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Year: 2021

January 21, 2021

The Hill: Was 2020 a turning point for identity politics?

The tragic death of George Floyd in Minneapolis last summer has led to renewed interest in an important topic: equality before the law. Although Americans are united in their pursuit of this important principle, they are divided on what the term means. This divide is not along right-left lines. Instead, it is between collectivists who ...

January 20, 2021

Houston-area contractors brace for additional racial set-asides

Last year in Texas, both Harris County and the Port of Houston completed their first-ever studies of how public contracts are awarded for everything from paper products to multi-million-dollar building projects. The studies, called disparity studies, found that minority-owned businesses in Harris County and Port of Houston win public contracts at l ...

January 20, 2021

Daily Journal: California’s attack on donor privacy draws supreme scrutiny

Do you have the right to privately support charities and causes you believe in? And what standard applies when the government seeks to discover otherwise-anonymous donors' identities from nonprofit organizations? On Jan. 8, the U.S. Supreme Court granted certiorari in Americans for Prosperity Foundation v. Becerra to clarify the answers to those qu ...

January 20, 2021

Despite ”Cancel Culture” growing, America’s freedom of speech is strong

**Editor’s note on upcoming PLF event** Freedom of speech is a core value in American society. It's no mistake that it is protected by the First Amendment to our constitution. Both our intellectual and economic lives depend on the exchange of ideas and information. Yet today, individuals on both sides of the aisle are calling for ...

January 14, 2021

Orlando Sentinel: Orange County voters were misguided in approving ‘Rights of nature’ ordinance

Last year, Gov. Ron DeSantis signed into law an amendment to Florida's Environmental Protection Act, SB 712, that in part prohibits local governments from granting individuals the right to sue on behalf of plants, animals, bodies or water or other elements of nature. It reflected the sensible idea that it is individuals who are harmed ...

January 14, 2021

Not only does Chicago’s racial contracting set asides hurt minorities, it’s unconstitutional

In 2020, COVID-19 devastated many small businesses, including construction companies that work on public projects such as public roads, public schools, or public hospitals. In 2021, Chicago can make it easier for those contractors to earn a living by eliminating its set-asides for minority-owned businesses. Chicago's Minority Business Enterprise (M ...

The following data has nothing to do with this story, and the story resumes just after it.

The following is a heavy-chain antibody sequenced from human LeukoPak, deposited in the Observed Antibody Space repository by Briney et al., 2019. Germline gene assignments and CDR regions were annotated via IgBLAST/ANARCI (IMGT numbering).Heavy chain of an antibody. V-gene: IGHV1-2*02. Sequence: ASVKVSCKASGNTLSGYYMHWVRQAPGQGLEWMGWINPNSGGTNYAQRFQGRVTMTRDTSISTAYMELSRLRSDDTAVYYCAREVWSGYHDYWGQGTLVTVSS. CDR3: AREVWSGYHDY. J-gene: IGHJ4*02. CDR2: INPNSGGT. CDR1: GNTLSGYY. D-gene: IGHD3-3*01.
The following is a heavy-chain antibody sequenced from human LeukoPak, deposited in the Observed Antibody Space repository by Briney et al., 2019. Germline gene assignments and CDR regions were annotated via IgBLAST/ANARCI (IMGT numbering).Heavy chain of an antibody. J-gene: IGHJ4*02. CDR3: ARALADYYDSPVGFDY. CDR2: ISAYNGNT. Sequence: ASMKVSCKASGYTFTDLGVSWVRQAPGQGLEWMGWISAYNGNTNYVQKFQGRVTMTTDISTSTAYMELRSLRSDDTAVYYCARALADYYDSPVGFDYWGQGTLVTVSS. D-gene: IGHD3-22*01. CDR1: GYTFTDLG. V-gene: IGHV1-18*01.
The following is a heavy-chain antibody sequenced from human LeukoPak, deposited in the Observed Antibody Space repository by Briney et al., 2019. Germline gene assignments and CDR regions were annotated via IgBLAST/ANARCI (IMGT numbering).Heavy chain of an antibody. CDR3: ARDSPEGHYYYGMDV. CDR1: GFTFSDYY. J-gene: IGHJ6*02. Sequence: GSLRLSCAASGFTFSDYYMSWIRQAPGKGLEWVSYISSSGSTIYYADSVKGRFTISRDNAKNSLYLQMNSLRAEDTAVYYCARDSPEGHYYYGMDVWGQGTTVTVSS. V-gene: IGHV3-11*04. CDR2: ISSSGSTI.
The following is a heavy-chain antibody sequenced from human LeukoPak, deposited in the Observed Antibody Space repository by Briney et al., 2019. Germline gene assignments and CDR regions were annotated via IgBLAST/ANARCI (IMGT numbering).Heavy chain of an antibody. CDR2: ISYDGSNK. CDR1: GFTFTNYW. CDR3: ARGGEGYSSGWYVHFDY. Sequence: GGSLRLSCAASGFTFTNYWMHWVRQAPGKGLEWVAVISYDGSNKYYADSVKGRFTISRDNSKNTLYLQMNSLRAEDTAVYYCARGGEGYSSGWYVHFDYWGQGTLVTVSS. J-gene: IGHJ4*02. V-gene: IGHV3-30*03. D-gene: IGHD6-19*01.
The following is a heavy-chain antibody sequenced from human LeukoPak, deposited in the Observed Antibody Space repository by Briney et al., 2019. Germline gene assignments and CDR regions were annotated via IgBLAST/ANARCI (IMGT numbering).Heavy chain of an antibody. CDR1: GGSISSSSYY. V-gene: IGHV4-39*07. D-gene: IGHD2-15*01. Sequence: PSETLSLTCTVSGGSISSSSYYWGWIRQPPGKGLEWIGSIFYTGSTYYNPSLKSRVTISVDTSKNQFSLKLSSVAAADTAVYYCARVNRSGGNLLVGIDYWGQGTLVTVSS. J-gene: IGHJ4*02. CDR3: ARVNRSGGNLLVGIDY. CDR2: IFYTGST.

January 13, 2021

The President vetoed a bill that would have decimated family fisheries and the ocean

Thanks to a last-minute veto by President Donald Trump on January 1, dozens of American family fishing businesses will be saved from going out of business, and the ocean ecosystem will be better protected—both of which were being threatened by a bill that was more rhetoric than science. In mid-December, Congress passed S. 906, the ...

January 12, 2021

The Hill: Enough is enough: It’s past time to rein in governors’ emergency powers

Since the beginning of the COVID-19 pandemic almost a year ago, governors and mayors have been governing unilaterally under the guise of emergency powers, and state legislatures and courts have delayed too long in reasserting their constitutional roles. Whether you believe that the government has done too much or too little to deal with COVID-19, ...

January 12, 2021

How the California Coastal Commission is hurting Californian home buyers and renters

The private vs. public beach debate is often characterized as debate on social justice. The logic is that blocked public beach access disproportionally hurts the poor who cannot afford to live in beachfront homes. In California, this is where the heroic California Coastal Commission enters: to protect the rights of such disadvantaged groups against ...

January 11, 2021

Evaluating The 1619 Project: A conversation with Phil Magness

In recent years, Americans are paying renewed attention and having new discussions on race, racism, and discrimination. Some of those discussions have been positive and constructive, but some have been divisive and political. One of the more academic and historical aspects of that discussion has come from a project by The New York Times called ...

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